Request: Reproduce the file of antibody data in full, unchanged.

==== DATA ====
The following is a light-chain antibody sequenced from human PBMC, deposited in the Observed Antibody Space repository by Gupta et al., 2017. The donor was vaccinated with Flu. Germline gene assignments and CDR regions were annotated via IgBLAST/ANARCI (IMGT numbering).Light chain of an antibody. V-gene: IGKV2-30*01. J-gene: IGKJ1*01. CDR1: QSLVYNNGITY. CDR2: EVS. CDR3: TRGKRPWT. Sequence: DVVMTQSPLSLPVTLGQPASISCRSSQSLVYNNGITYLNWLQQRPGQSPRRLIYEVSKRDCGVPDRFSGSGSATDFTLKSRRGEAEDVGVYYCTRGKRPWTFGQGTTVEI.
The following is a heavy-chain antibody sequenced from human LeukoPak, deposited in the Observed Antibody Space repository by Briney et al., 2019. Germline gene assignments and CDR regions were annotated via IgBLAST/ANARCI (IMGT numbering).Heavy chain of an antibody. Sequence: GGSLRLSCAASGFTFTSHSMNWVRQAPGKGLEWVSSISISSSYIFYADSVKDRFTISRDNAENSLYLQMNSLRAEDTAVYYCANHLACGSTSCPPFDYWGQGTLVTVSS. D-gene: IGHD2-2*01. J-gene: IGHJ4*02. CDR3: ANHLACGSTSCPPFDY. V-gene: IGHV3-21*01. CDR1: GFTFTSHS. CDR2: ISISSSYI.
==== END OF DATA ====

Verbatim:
The following is a light-chain antibody sequenced from human PBMC, deposited in the Observed Antibody Space repository by Gupta et al., 2017. The donor was vaccinated with Flu. Germline gene assignments and CDR regions were annotated via IgBLAST/ANARCI (IMGT numbering).Light chain of an antibody. V-gene: IGKV2-30*01. J-gene: IGKJ1*01. CDR1: QSLVYNNGITY. CDR2: EVS. CDR3: TRGKRPWT. Sequence: DVVMTQSPLSLPVTLGQPASISCRSSQSLVYNNGITYLNWLQQRPGQSPRRLIYEVSKRDCGVPDRFSGSGSATDFTLKSRRGEAEDVGVYYCTRGKRPWTFGQGTTVEI.
The following is a heavy-chain antibody sequenced from human LeukoPak, deposited in the Observed Antibody Space repository by Briney et al., 2019. Germline gene assignments and CDR regions were annotated via IgBLAST/ANARCI (IMGT numbering).Heavy chain of an antibody. Sequence: GGSLRLSCAASGFTFTSHSMNWVRQAPGKGLEWVSSISISSSYIFYADSVKDRFTISRDNAENSLYLQMNSLRAEDTAVYYCANHLACGSTSCPPFDYWGQGTLVTVSS. D-gene: IGHD2-2*01. J-gene: IGHJ4*02. CDR3: ANHLACGSTSCPPFDY. V-gene: IGHV3-21*01. CDR1: GFTFTSHS. CDR2: ISISSSYI.